Deliberating On Software Development

March 7, 2010

IoC Containers and Transient Instances

Filed under: Uncategorized — Tags: — x97mdr @ 2:27 pm

As seems to be the case on this blog,  I’m about to confess to something foolish that I’ve done so as to better inform you dear reader!

There are many IoC containers out there in the .Net-o-sphere that are quite excellent.  Personally, I use Ninject because I love its simple syntax and its powerful contextual binding.  When I first came across Ninject some time ago (shortly after 1.0 was released) I read everything I could about it and IoC in general and then said to myself “IoC … whatever! I don’t need that crap! … way too complex”.  A startling lack of vision on my part.  Then I started getting deep into my program’s re-design from C to C#.  We have a Settings object that contains the settings the user has entered from the command-line and/or a parameter file.  Lots of objects need the Settings but sometimes these objects are fairly deep in the object graph and to get the settings I used the Singleton instance of it.  As you develop in a more object-oriented way many other circumstances like this turn up.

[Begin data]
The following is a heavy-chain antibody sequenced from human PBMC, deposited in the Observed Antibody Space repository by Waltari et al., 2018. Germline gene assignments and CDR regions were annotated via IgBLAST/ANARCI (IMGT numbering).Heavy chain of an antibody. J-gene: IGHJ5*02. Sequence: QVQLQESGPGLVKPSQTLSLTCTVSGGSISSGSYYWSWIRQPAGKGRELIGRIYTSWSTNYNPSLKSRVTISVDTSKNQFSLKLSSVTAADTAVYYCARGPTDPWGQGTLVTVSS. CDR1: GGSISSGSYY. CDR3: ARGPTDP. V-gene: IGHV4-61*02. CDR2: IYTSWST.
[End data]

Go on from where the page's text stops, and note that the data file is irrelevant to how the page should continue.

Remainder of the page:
As I started unit testing I discovered that Ninject was born and raised for just this sort of activity: injecting objects deep into the object graph when you want them and it gets rid of the ugly Singleton instances that are such a pain when you are unit testing.  It was like I was born-again.  Praise the Ninject!  I used Ninject to create everything … and I mean everything!  I was passing parameters to the kernel to help resolve bindings, using providers where I thought I needed more complicated logic, you name it.  If I could have used Ninject to inject my lunch into my bag every day I would have.